Loss of Gay Rights, Just a beginning?
The opinions and personal views on sexual orientation have grown to historic levels with regard to levels of acceptance. As the scientific community has proven, sexual preference is part of who we are born to be. Still, archaic thinking abounds throughout the world with regard to acceptance of this fact affecting the lives of millions. The battle of getting people to understand the facts about sexual preference is seemingly insurmountable as personal view points are embedded in deep beliefs which are often rooted in misguided values influenced by those that ignore the facts. Changing personal beliefs is compounded when governments also ignore the facts and take actions that lead to and promote discrimination against whole segments of people, violating their unalienable rights.
The world watched in horror last week as the Uganda government passed into law the Anti-Homosexuality Act, 2014 (previously called the “Kill the Gays bill” in the media due to the originally proposed death penalty clauses). Passed by the Parliament of Uganda on 20 December 2013 with the death penalty proposal dropped in favor of life in prison, the bill was signed into law by the President of Uganda on 24 February 2014. The Uganda law criminalizes same-sex relations in Uganda with provisions for Ugandans who engage in same-sex relations outside of Uganda, asserting that they may be extradited for punishment back to Uganda. It also and includes penalties for individuals, companies, media organizations, or non-governmental organizations that know of gay people or support LGBT rights. American evangelists active in Africa are being criticized for being responsible for inspiring the legislation by inciting hatred with excessive speech by comparing homosexuality to pedophilia and influencing public policy with donations from American religious organizations.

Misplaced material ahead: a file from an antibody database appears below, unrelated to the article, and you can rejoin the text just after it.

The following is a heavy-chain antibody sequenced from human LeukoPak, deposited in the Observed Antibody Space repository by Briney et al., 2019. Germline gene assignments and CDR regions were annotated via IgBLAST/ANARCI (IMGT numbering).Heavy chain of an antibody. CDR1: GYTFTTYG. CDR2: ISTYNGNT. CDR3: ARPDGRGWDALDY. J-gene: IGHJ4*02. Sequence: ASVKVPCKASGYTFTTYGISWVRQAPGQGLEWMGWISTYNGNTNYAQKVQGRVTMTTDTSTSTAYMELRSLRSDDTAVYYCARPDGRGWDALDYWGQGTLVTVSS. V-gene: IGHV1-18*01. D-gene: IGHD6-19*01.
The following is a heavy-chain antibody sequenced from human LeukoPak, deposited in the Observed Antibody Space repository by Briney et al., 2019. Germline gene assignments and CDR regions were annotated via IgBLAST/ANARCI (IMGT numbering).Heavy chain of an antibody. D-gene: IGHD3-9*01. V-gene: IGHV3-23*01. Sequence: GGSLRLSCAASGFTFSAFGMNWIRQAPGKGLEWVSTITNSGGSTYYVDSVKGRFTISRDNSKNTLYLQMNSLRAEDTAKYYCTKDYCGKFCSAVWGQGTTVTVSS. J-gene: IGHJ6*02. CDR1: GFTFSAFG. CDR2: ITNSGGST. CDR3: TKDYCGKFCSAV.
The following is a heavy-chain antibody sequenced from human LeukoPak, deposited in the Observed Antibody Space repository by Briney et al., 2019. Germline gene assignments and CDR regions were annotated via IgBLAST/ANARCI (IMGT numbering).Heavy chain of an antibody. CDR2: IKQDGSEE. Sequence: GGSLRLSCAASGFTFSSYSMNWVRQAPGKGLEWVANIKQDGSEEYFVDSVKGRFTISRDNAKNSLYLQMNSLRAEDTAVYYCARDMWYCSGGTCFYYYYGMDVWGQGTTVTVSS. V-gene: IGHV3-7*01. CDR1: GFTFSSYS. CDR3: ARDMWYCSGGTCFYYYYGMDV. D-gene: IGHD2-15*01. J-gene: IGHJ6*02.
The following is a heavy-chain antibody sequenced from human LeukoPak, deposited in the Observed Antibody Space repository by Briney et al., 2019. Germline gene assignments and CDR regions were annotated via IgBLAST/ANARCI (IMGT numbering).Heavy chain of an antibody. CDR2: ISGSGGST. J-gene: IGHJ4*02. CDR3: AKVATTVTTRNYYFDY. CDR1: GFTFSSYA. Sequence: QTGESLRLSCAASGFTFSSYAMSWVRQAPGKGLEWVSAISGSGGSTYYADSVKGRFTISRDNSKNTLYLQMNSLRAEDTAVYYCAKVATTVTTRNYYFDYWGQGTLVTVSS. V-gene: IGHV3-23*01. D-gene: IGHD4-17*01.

Before the proposed legislation, many had felt a gradual easing of enforcement of laws designed to punish people for homosexual behavior. Amnesty International, however, reports that arrests of people suspected of having homosexual relations are arbitrary and detainees are subjected to torture and abuse by authorities. Since the Bill became law, increasing numbers of gay men and women in the capital Kampala have found themselves being thrown out of their homes and taunted and threatened by their neighbors.
The international community has reacted against Uganda. Many Western leaders, who give Uganda some $1 billion in foreign aid annually, warned President Yoweri Museveni that it would greatly complicate diplomatic relations. U.S. Secretary of State John Kerry likened the new anti-gay legislation in Uganda to anti-Semitic laws in Nazi Germany or apartheid South Africa. Even the United Nations High Commissioner for Human Rights, Navi Pillay, urged Uganda to shelve the bill and decriminalize homosexuality. Amnesty International and Human Rights Watch have condemned the bill, calling it a product of a campaign by evangelical churches and anti-gay groups that has led to death threats and physical assaults against Ugandans suspected of being gay.
To broaden awareness, the Brokeback LGBT Center and the Terra Lascivus Sim in Second Life have set up an exhibition on this topic that you can visit till the end of March. The exhibit features photographs by award winning Slovene photo journalist Tadej Žnidarčič.
Brokeback is an independent, non-profit organization in Second Life that strives to coordinate its actions with all other non-profit GBLT communities in a spirit of friendship and efficiency. One of Brokeback’s missions is to organize events aimed at promoting LGBT rights awareness and AIDS awareness and the coming together of all communities regardless of origins, sexual orientation and religious beliefs. It aims to involve heterosexuals in all of its actions and fights against heterophobia with the same determination as it fights against homophobia and transphobia. While Brokeback’s main goal is the fight against Homophobia and Transphobia, they also fight and campaign against any kind of discrimination.